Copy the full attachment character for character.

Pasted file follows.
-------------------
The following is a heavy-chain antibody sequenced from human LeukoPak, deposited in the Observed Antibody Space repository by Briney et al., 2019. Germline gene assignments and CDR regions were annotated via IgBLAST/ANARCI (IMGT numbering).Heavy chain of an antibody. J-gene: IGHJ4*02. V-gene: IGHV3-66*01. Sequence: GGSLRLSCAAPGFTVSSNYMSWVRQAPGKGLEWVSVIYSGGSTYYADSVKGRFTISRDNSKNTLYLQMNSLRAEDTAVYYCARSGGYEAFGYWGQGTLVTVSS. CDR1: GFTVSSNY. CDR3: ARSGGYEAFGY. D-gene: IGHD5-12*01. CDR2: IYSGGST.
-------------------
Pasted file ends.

The following is a heavy-chain antibody sequenced from human LeukoPak, deposited in the Observed Antibody Space repository by Briney et al., 2019. Germline gene assignments and CDR regions were annotated via IgBLAST/ANARCI (IMGT numbering).Heavy chain of an antibody. J-gene: IGHJ4*02. V-gene: IGHV3-66*01. Sequence: GGSLRLSCAAPGFTVSSNYMSWVRQAPGKGLEWVSVIYSGGSTYYADSVKGRFTISRDNSKNTLYLQMNSLRAEDTAVYYCARSGGYEAFGYWGQGTLVTVSS. CDR1: GFTVSSNY. CDR3: ARSGGYEAFGY. D-gene: IGHD5-12*01. CDR2: IYSGGST.